BERLIN (Reuters) - German growth halved in the first quarter of the year due to weaker exports and less state spending as disputes with the United States over trade and Iran’s nuclear deal clouded the outlook for Europe’s biggest economy.
The weaker-than-expected gross domestic product (GDP) data, released by the Federal Statistics Office on Tuesday, showed the German economy grew by 0.3 percent in the first three months, the slowest rate since the third quarter of 2016.
The first estimate was below the 0.4 percent predicted in a Reuters forecast of analysts and followed an expansion rate of 0.6 percent in the final three months of last year.
While the soft data caused European stocks to slip, it still marked the 15th consecutive quarter of expansion, the longest period of uninterrupted growth since German reunification.
“Is it a pause or a fundamental shift? For us the answer is clear: It’s just a blip,” DekaBank analyst Andreas Scheuerle said. He pointed to continued strong foreign demand and vibrant domestic activity due to record employment and rising wages.
“However, this should not hide the fact that risks to the economic outlook have risen not least due to the neo-protectionist aspirations and sanctions policy of the U.S. government,” Scheuerle added.
The trade dispute with the United States and the U.S. decision to back out of the nuclear treaty with Iran are also clouding German investor morale which remained at the lowest level in 5-1/2 years in May, a ZEW survey showed on Tuesday.
A further rise in oil prices also had a negative impact on economic expectations, ZEW researcher Achim Wambach added.
Despite Germany’s weaker-than-expected performance, the European Union’s statistics office on Tuesday confirmed its earlier preliminary flash estimate for the euro zone as a whole which showed growth slowed to 0.4 percent in the first quarter from 0.7 percent in the previous three months.
Separate data from France showed that the euro zone’s second-biggest economy grew more than previously estimated last year, expanding by a calendar-adjusted 2.3 percent. This marked a sharp revision from 2.0 percent reported earlier.
The German statistics office said growth in the first quarter was driven by domestic demand while trade was a drag.
“Investment rose sharply, with significantly more investment in construction, but also in equipment,” the office said. Household spending rose slightly while state consumption fell.
On the year, the German economy grew by a calendar-adjusted 2.3 percent in the first quarter, the data showed. This was just short of the consensus forecast of 2.4 percent.
The office also confirmed full-year GDP growth of 2.2 percent in 2017 which translated into a calendar-adjusted rate of 2.5 percent. This was the strongest pace since 2011.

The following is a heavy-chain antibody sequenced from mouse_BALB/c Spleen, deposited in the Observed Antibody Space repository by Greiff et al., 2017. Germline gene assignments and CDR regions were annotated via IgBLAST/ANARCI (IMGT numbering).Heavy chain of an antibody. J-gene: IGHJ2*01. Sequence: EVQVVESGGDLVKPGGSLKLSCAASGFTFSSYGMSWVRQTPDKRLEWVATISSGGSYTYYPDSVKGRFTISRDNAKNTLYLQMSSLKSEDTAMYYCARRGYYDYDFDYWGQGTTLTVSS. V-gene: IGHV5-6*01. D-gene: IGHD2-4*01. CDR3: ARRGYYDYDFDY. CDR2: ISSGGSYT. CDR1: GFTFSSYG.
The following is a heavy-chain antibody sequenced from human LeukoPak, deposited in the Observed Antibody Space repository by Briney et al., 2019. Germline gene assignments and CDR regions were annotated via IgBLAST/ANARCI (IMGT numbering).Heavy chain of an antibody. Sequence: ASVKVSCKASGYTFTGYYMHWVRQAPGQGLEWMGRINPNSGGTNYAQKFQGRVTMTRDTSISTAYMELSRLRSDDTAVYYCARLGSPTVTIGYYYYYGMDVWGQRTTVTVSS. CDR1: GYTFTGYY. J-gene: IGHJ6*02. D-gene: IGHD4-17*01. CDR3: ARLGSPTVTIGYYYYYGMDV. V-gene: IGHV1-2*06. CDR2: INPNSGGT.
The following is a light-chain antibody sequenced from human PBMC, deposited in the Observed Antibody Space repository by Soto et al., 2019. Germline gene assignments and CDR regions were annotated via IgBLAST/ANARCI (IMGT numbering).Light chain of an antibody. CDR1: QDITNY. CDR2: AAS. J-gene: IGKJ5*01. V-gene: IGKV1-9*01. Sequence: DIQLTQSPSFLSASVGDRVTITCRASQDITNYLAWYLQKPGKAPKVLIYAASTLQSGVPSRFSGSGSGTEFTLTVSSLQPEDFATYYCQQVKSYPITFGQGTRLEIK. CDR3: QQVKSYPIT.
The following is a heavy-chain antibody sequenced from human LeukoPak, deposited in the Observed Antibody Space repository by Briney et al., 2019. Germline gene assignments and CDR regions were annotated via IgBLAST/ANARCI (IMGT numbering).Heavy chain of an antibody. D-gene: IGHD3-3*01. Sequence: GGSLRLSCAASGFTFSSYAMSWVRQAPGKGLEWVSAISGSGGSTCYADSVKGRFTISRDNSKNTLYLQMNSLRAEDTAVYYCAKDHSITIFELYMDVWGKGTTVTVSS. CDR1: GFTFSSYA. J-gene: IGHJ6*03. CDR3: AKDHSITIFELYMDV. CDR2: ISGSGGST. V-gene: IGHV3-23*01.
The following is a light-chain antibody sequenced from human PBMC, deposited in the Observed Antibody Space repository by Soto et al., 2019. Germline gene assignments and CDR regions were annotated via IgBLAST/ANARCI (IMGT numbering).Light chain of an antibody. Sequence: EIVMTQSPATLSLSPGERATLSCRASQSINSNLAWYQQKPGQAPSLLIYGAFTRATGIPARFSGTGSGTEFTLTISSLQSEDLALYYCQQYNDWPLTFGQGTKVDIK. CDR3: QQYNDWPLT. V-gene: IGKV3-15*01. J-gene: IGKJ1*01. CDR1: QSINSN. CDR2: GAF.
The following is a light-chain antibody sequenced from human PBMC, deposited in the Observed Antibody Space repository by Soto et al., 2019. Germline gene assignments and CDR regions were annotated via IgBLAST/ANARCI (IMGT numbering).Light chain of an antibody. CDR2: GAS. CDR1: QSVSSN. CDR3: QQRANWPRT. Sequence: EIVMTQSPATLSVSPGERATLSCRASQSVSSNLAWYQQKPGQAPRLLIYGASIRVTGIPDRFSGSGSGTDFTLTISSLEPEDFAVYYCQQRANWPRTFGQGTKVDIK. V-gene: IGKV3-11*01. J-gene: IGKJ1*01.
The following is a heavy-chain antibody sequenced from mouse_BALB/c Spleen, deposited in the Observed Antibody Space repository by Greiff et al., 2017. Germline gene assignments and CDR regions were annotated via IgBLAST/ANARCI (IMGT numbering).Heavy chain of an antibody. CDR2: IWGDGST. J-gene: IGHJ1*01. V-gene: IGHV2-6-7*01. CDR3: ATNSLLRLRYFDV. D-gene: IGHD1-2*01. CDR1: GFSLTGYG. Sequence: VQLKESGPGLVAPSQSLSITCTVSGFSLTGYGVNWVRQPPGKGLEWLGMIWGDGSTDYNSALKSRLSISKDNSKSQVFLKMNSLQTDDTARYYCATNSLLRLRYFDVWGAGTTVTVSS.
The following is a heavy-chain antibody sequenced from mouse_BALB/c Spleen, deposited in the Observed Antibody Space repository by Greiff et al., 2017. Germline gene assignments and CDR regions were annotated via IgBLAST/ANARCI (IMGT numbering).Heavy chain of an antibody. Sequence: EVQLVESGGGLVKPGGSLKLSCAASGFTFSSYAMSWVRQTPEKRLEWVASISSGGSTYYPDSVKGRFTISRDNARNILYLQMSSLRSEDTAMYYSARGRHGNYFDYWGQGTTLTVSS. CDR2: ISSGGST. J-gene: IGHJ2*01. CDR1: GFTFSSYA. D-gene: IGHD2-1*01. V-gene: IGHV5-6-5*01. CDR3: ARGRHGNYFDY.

The DIHK Chambers of Commerce and Industry blamed the slowdown in the first quarter on a flu epidemic, an unusually high number of strikes and an above-average number of holidays.
“The start of the year is a disappointment, but not yet the beginning of the end of the upswing,” DIHK managing director Martin Wansleben said.
The Economy Ministry, in its monthly report, also pointed to the unusually long time it took to build a coalition after September elections, a delay that led to less state spending in the first quarter.
However, it was still unclear whether uncertainty among companies about U.S. tariffs on steel, aluminium and possibly other goods already had an impact on trade flows, it added.
The government has also said it expects the economy to bounce back in the second quarter due to full order books and high employment. Berlin forecasts 2.3 percent growth this year.
“The upswing has cooled down a bit, but it’s still intact,” Ifo President Clemens Fuest said. “We expect stronger growth rates in the months ahead.”
Jennifer McKeown from Capital Economics said the economy will get a boost from increased public spending on child benefits and pensions in the coming quarters while growth among major export partners would also pick up again.
“In all, we still see German GDP rising by 2.5 percent this year as a whole and the renewed strength of the euro zone’s largest economy will encourage the ECB to signal this summer that asset purchases will not last into 2019,” she added.
The release of the preliminary GDP data does not include a detailed breakdown but only a qualitative assessment. The office will release more detailed GDP results on 24 May.
Reporting by Michael Nienaber, additional reporting by Jan Strupczewski in Brussels and Richard Lough in Paris; Editing by Madeline Chambers and Andrew Heavens